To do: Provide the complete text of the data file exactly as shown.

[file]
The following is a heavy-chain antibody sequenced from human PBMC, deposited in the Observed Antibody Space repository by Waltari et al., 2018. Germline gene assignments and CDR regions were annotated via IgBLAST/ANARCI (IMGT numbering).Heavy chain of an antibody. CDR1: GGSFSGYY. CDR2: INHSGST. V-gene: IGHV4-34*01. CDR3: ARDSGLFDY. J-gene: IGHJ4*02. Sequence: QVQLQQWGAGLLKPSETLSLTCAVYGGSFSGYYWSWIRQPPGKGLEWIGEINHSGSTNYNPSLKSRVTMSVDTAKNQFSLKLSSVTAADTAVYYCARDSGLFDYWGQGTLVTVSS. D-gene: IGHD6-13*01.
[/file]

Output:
The following is a heavy-chain antibody sequenced from human PBMC, deposited in the Observed Antibody Space repository by Waltari et al., 2018. Germline gene assignments and CDR regions were annotated via IgBLAST/ANARCI (IMGT numbering).Heavy chain of an antibody. CDR1: GGSFSGYY. CDR2: INHSGST. V-gene: IGHV4-34*01. CDR3: ARDSGLFDY. J-gene: IGHJ4*02. Sequence: QVQLQQWGAGLLKPSETLSLTCAVYGGSFSGYYWSWIRQPPGKGLEWIGEINHSGSTNYNPSLKSRVTMSVDTAKNQFSLKLSSVTAADTAVYYCARDSGLFDYWGQGTLVTVSS. D-gene: IGHD6-13*01.